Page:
Skip to Main Content

Women and superannuation

Inequality and disadvantage in retirement

If you’re a woman earning an income in Australia, then chances are, you’re likely to retire with less super to enjoy than your male counterparts. This inequality is not only unfair, but can also diminish a woman’s financial independence in retirement. It is especially worrying, since women tend to live longer than men, and therefore actually need more money to finance their retirement years.

The difference can be huge, see for yourself here.

Women vs men

Due to the gender pay gap and being more likely to have a career break to raise children, women contribute less to their super than men over their career. That means less money for retirement.

See for yourself

Average super balance for a year old






Check again >

But don't worry, there are things you can do now to improve your balance at retirement.


*Mean superannuation balances. ASFA.

Why do women tend to have lower superannuation balances?

There are two main reasons that women end up with less superannuation:

  1. On average, women earn less than men – even nowadays – and therefore, since compulsory employer contributions are based on a percentage of wage, then similarly, women accumulate less super. This gender pay gap has been stuck between 15% and 19% for two decades with women still paid less than men in many industries, despite more modern laws and changing attitudes.
  2. A woman’s working life is often interrupted by maternity leave and time off to raise their family – not to mention, it is often women who also take time off to care for elderly parents.

Many women who take time out to raise a family can access the Commonwealth Paid Parental Leave Scheme, however the normal compulsory superannuation payment doesn’t apply to this scheme.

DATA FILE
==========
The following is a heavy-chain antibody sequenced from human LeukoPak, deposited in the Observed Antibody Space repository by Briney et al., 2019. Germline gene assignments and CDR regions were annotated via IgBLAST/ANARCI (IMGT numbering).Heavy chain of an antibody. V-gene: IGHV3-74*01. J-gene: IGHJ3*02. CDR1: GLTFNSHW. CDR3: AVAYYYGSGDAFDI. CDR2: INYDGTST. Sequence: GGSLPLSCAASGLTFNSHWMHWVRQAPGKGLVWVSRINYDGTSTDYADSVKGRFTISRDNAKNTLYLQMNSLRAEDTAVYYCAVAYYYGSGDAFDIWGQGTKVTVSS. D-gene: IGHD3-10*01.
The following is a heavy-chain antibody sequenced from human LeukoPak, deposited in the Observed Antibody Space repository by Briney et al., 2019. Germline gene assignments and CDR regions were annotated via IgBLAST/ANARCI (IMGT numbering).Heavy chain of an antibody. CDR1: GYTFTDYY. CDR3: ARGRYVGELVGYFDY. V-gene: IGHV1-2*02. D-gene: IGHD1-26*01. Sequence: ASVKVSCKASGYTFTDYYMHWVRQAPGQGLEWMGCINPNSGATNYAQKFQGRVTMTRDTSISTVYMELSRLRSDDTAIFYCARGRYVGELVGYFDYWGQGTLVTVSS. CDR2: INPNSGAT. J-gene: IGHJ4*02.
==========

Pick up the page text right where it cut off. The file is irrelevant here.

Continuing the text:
What could this mean for me?

If you retire with a lower superannuation balance, then it means you may be more reliant on the Government Age Pension after you retire. This not only has the potential to reduce your quality of life in retirement, but it also limits your independence.

What can I do to maximise my super as a woman?

There are some important steps you can take while you are working to make sure you’re getting the most out of your super:

  1. Don’t treat super as something you only need to think about when you retire – by then it will be too late. The earlier you start taking control of your super, the better off you’ll be when it’s time to relax and really enjoy life.
  2. If you have more than one super account (as is often the case if you’ve worked at different places), look at consolidating them into one low-fee, member-focused super fund such as an Industry SuperFund. That way you won’t be paying multiple management fees.
  3. Make your own super contributions while you’re working. Sure, it might mean a little bit less in your regular pay now, but there can be tax benefits attached to voluntary super contributions, and you’ll have more money to enjoy when you retire. What’s more, if you earn less than $50,454 per year, the government can contribute up to $500 to your super account. Depending on your income, this co-contribution can be as much as 50 cents for every one dollar you contribute yourself from your after-tax income.
  4. If you have a partner chat about how he or she can help boost your super by:

What can be done by the Government?

  1. Reinstate the Low-Income Super Contribution (LISC) - The LISC is a rebate of up to $500 for part-time and low income earners who pay more tax on super than their personal income. However, in 2017 the LISC is due to be abolished by the Government, hurting the retirement savings of 45% of all working women who receive the LISC, further reducing their super balances by around 10%. In the Federal Budget in May 2016 the Government proposed to reinstate the LISC in the form of the Low Income Superannuation Tax Offset (LISTO).
  2. Recalibrate tax concessions on super to benefit the lowest paid. Currently, tax concessions on super flow to the highest income earners, who are mainly men. The lowest paid, mainly women, receive no tax break and this puts a large dent in their overall super savings. Super tax concessions should be rebalanced to support the lowest paid as they build their retirement nest egg.

See the Industry Super Australia website for more policy solutions the Government could implement to improve retirement outcomes for women.